Hello, Friends! I’m Megan Pitz from Canoe Ridge Creations and I am so thrilled to be guest blogging over here on the Missouri Star Quilt Company blog today. For me quilting has always been a family tradition — taught by my mother and grandmother, I made my first quilt when I was 12 as a 4-H project. One quilt lead to another, and another, and another (with a few Works In Progress mixed in between) and now fifteen years later it’s become a part of my everyday. I started Canoe Ridge Creations less than five years ago, first as a blog journalling my finishes for family & friends, and it now includes several mini quilting clubs, a pattern line, and my works in several books & magazine publications. Being able to share my passion for quilting & pass it along to others is the best!
Today I’m sharing my version of the MSQC Sunny Skies tutorial & quilt. I love how this pattern is made with two relatively simple components — a 16-patch & chevron block — but when arranged the right way, it gives a more complex design. Fresh, modern, and so fun! Jenny’s video tutorials are always fabulously easy to follow. I love how you can pause & start the videos as you please. It felt like Jenny was just another sewing friend hanging out in my studio, I love it!
Here, you can watch the free tutorial!
The original version includes two borders, but I’m personally not one to use borders in my quilts. So instead I opted to skip the borders and make my quilt a little larger & square.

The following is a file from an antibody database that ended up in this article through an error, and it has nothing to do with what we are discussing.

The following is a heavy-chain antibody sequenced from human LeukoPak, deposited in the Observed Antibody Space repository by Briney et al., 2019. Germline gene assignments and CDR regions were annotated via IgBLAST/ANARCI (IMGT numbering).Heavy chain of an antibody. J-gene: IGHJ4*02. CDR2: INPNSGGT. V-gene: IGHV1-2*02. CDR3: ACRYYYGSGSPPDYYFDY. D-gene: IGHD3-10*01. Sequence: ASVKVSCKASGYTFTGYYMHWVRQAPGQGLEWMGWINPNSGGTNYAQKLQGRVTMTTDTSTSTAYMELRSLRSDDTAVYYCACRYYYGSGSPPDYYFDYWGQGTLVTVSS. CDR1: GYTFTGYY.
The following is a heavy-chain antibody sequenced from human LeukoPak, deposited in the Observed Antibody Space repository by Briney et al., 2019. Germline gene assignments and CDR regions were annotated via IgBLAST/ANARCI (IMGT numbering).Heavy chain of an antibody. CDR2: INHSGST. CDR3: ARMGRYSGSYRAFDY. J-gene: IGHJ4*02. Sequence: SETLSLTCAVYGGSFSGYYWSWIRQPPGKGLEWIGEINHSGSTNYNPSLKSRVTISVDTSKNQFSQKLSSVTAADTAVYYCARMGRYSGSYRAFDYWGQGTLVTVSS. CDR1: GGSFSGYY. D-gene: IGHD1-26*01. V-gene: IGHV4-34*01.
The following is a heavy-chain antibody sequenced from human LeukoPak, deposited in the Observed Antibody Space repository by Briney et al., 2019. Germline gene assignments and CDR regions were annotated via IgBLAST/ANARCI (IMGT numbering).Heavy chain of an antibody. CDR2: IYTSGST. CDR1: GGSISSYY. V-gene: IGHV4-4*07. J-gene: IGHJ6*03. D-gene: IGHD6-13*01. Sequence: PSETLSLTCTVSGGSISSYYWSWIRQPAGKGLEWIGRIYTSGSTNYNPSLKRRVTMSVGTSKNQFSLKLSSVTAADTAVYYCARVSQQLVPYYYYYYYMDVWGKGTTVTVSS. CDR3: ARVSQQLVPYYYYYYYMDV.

For my quilt I used one jelly roll of Corey Yoder’s Prairie from Moda, 2 3/4 yards accent fabric (Peacock Bella Solids), and 2 yards background fabric (White Bleached Bella Solid). With just a bit more fabric than the original pattern calls for, I was able to use almost the entire jelly roll and finish with a 64″ x 64″ quilt — perfect throw size!
The Sunny Skies chevron blocks are constructed by placing a background rectangle and accent fabric square together, sewing on the diagonal, trimming the excess corner and pressing. I decided to stitch & trim these “bonus triangles” to 3″ finished (3 1/2″ unfinished) Half Square Triangles and then them into a coordinating baby quilt. You can read more about it right here. That means you can essentially get TWO QUILTS out of one by using this tutorial — double bonus!
Thanks so much to the MSQC crew for letting me share my project with you all today — it’s been so much fun!
Here are some other places you can find Megan on the web: